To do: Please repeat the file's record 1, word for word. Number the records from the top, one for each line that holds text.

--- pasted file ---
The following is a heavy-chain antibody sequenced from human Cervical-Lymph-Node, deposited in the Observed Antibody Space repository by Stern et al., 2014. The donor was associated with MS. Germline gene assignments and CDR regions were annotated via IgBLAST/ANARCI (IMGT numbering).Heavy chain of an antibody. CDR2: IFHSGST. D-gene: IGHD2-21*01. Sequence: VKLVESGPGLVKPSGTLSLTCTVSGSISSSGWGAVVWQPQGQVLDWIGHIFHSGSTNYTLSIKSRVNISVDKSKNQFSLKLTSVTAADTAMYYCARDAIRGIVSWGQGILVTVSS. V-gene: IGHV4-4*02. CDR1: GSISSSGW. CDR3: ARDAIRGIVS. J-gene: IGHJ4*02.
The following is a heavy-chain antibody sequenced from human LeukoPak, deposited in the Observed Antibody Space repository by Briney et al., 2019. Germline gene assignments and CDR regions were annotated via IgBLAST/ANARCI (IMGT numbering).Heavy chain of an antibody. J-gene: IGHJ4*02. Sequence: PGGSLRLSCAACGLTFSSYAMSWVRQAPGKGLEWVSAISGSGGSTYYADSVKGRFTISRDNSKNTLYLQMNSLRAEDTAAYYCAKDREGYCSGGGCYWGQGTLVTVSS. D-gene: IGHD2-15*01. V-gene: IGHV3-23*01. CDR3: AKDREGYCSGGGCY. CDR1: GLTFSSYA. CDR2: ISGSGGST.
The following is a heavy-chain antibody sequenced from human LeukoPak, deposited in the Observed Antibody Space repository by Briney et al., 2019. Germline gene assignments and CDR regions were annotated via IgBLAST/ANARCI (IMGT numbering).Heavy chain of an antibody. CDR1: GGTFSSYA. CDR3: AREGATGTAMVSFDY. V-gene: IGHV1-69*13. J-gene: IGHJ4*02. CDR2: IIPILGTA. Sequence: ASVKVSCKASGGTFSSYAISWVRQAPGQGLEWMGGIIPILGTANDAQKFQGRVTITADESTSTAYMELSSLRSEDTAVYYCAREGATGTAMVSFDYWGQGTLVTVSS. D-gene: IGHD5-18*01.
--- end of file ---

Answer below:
The following is a heavy-chain antibody sequenced from human Cervical-Lymph-Node, deposited in the Observed Antibody Space repository by Stern et al., 2014. The donor was associated with MS. Germline gene assignments and CDR regions were annotated via IgBLAST/ANARCI (IMGT numbering).Heavy chain of an antibody. CDR2: IFHSGST. D-gene: IGHD2-21*01. Sequence: VKLVESGPGLVKPSGTLSLTCTVSGSISSSGWGAVVWQPQGQVLDWIGHIFHSGSTNYTLSIKSRVNISVDKSKNQFSLKLTSVTAADTAMYYCARDAIRGIVSWGQGILVTVSS. V-gene: IGHV4-4*02. CDR1: GSISSSGW. CDR3: ARDAIRGIVS. J-gene: IGHJ4*02.